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Health Stat Q. 2010 Autumn;(47):66-80. doi: 10.1057/hsq.2010.16.

Amenable mortality as an indicator of healthcare quality - a literature review.

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Office for National Statistics.



In 2008, the Office for National Statistics (ONS) suggested that research should be undertaken into whether amenable mortality - deaths considered avoidable due to medical intervention - could be used as an indicator of healthcare quality. The aim of this paper is to review the literature on amenable mortality in order to determine the extent to which the observed fall in amenable mortality is due to the healthcare system.


The literature reviewed covers mainly the Organisation for Economic Co-operation and Development (OECD) countries and can be broadly categorised into: (a) trends across OECD countries (b) pooled time series cross-country analyses of OECD countries and (c) cross-section or time series analyses within countries.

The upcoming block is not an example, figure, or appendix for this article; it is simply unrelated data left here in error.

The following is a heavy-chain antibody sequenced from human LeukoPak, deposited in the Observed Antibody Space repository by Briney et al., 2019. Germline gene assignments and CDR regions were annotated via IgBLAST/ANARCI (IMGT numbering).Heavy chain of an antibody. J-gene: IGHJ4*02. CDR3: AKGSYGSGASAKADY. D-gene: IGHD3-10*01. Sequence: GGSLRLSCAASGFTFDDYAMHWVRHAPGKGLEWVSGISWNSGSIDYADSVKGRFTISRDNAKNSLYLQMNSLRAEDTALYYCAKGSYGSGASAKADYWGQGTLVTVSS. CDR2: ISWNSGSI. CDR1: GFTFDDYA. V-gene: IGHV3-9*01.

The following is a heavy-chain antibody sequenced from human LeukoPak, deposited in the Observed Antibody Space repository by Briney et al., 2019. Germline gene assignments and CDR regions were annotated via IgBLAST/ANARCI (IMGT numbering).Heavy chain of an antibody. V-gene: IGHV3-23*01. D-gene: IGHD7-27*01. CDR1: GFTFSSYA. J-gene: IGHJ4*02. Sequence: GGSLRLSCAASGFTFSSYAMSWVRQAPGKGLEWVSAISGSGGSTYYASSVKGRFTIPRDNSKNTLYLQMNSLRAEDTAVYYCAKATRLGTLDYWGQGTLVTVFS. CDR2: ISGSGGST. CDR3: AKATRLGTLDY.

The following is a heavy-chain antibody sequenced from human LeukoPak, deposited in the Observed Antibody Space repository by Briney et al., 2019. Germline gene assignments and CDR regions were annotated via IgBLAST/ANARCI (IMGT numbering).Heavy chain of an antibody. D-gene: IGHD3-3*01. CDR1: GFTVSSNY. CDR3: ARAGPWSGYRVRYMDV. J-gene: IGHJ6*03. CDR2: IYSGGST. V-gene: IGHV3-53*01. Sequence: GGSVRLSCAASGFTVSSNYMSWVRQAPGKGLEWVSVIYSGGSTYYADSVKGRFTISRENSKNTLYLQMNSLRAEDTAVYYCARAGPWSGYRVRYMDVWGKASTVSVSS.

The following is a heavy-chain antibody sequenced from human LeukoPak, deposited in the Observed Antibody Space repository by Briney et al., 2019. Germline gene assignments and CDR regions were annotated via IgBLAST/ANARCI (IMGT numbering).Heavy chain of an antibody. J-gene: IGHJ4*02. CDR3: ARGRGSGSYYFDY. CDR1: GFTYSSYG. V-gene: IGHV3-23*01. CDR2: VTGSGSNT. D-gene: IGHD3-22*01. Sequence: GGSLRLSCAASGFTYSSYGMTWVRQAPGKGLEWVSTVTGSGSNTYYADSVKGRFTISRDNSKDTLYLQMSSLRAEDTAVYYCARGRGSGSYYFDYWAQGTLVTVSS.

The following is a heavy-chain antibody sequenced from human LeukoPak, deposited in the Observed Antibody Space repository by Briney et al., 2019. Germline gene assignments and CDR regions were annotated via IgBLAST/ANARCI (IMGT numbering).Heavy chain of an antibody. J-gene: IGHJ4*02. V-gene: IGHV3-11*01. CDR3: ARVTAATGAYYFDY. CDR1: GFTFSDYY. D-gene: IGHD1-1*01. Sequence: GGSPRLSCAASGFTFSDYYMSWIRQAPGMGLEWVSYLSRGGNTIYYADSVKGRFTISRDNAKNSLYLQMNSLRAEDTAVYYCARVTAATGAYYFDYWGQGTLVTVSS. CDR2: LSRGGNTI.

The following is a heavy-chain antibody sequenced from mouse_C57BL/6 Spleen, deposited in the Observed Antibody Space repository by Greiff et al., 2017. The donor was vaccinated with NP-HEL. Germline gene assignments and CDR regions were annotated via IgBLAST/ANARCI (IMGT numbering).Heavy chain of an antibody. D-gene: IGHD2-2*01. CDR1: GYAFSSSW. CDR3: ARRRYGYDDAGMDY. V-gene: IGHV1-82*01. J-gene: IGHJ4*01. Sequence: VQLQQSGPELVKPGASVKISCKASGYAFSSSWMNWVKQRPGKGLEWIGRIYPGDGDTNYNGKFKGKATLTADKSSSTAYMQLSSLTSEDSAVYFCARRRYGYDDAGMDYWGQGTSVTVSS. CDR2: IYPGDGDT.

There is no consensus in the literature on exactly what constitutes amenable mortality, thereby making the concept in itself imprecise. However, there has been a fall in amenable mortality in the past few decades in most OECD countries including the UK. Since the fall in amenable mortality has been at a faster rate than that of 'unavoidable' mortality, some studies have directly attributed this to the healthcare system. Others have tested the relationship between healthcare outcomes and healthcare inputs to determine the magnitude and direction of the relationship. No study has explicitly used a healthcare activity or quality variable in their analyses. This implies that the evidence that amenable mortality is an indicator of healthcare quality is far from overwhelming or clear.


At this stage, it is premature to use amenable mortality in ONS's healthcare output calculations. We welcome comments from those interested in this field, and suggestions to improve understanding in this area.

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